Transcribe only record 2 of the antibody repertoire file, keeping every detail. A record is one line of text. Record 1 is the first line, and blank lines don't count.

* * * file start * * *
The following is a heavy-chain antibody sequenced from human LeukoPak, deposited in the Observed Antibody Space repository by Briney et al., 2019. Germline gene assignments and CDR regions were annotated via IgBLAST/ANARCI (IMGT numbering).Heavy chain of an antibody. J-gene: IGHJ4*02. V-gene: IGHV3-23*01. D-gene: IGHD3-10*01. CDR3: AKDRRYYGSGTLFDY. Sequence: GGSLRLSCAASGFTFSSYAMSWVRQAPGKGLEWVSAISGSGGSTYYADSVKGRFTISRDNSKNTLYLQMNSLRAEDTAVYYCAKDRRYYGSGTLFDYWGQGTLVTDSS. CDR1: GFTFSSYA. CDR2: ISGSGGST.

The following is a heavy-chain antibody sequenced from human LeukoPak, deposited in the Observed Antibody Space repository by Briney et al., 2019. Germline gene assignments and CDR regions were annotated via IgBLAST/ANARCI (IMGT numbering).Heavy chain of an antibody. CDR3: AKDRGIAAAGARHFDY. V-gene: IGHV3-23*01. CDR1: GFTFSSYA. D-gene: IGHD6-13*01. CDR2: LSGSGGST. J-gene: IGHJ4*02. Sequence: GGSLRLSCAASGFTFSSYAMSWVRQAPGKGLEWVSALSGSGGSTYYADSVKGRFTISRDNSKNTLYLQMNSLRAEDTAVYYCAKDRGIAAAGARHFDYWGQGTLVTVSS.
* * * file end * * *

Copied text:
The following is a heavy-chain antibody sequenced from human LeukoPak, deposited in the Observed Antibody Space repository by Briney et al., 2019. Germline gene assignments and CDR regions were annotated via IgBLAST/ANARCI (IMGT numbering).Heavy chain of an antibody. CDR3: AKDRGIAAAGARHFDY. V-gene: IGHV3-23*01. CDR1: GFTFSSYA. D-gene: IGHD6-13*01. CDR2: LSGSGGST. J-gene: IGHJ4*02. Sequence: GGSLRLSCAASGFTFSSYAMSWVRQAPGKGLEWVSALSGSGGSTYYADSVKGRFTISRDNSKNTLYLQMNSLRAEDTAVYYCAKDRGIAAAGARHFDYWGQGTLVTVSS.